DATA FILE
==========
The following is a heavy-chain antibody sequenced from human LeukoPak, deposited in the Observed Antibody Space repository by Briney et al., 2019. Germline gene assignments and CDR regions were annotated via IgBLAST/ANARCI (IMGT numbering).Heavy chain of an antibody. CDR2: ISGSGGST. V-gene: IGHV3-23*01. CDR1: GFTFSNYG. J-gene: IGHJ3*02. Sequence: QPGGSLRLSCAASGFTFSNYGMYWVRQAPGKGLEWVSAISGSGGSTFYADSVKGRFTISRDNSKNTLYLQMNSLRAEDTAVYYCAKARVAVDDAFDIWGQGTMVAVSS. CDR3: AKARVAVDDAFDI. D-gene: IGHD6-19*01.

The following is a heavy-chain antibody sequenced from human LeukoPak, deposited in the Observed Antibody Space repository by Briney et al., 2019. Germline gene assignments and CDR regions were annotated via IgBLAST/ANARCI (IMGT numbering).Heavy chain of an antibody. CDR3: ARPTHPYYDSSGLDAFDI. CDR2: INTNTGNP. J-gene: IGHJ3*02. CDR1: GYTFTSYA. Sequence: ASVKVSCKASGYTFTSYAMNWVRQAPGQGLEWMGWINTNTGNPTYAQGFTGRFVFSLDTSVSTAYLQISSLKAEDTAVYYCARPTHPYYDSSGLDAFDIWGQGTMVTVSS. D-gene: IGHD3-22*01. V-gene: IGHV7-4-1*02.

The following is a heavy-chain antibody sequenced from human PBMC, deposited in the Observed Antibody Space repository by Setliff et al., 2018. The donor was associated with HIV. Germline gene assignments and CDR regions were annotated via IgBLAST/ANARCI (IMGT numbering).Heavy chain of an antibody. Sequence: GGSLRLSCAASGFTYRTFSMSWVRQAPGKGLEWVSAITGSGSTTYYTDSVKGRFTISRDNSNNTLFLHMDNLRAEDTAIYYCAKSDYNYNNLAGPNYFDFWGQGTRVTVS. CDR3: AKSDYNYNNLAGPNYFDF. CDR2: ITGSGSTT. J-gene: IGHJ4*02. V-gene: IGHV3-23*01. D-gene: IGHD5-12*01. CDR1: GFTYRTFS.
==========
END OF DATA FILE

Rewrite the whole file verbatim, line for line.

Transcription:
The following is a heavy-chain antibody sequenced from human LeukoPak, deposited in the Observed Antibody Space repository by Briney et al., 2019. Germline gene assignments and CDR regions were annotated via IgBLAST/ANARCI (IMGT numbering).Heavy chain of an antibody. CDR2: ISGSGGST. V-gene: IGHV3-23*01. CDR1: GFTFSNYG. J-gene: IGHJ3*02. Sequence: QPGGSLRLSCAASGFTFSNYGMYWVRQAPGKGLEWVSAISGSGGSTFYADSVKGRFTISRDNSKNTLYLQMNSLRAEDTAVYYCAKARVAVDDAFDIWGQGTMVAVSS. CDR3: AKARVAVDDAFDI. D-gene: IGHD6-19*01.

The following is a heavy-chain antibody sequenced from human LeukoPak, deposited in the Observed Antibody Space repository by Briney et al., 2019. Germline gene assignments and CDR regions were annotated via IgBLAST/ANARCI (IMGT numbering).Heavy chain of an antibody. CDR3: ARPTHPYYDSSGLDAFDI. CDR2: INTNTGNP. J-gene: IGHJ3*02. CDR1: GYTFTSYA. Sequence: ASVKVSCKASGYTFTSYAMNWVRQAPGQGLEWMGWINTNTGNPTYAQGFTGRFVFSLDTSVSTAYLQISSLKAEDTAVYYCARPTHPYYDSSGLDAFDIWGQGTMVTVSS. D-gene: IGHD3-22*01. V-gene: IGHV7-4-1*02.

The following is a heavy-chain antibody sequenced from human PBMC, deposited in the Observed Antibody Space repository by Setliff et al., 2018. The donor was associated with HIV. Germline gene assignments and CDR regions were annotated via IgBLAST/ANARCI (IMGT numbering).Heavy chain of an antibody. Sequence: GGSLRLSCAASGFTYRTFSMSWVRQAPGKGLEWVSAITGSGSTTYYTDSVKGRFTISRDNSNNTLFLHMDNLRAEDTAIYYCAKSDYNYNNLAGPNYFDFWGQGTRVTVS. CDR3: AKSDYNYNNLAGPNYFDF. CDR2: ITGSGSTT. J-gene: IGHJ4*02. V-gene: IGHV3-23*01. D-gene: IGHD5-12*01. CDR1: GFTYRTFS.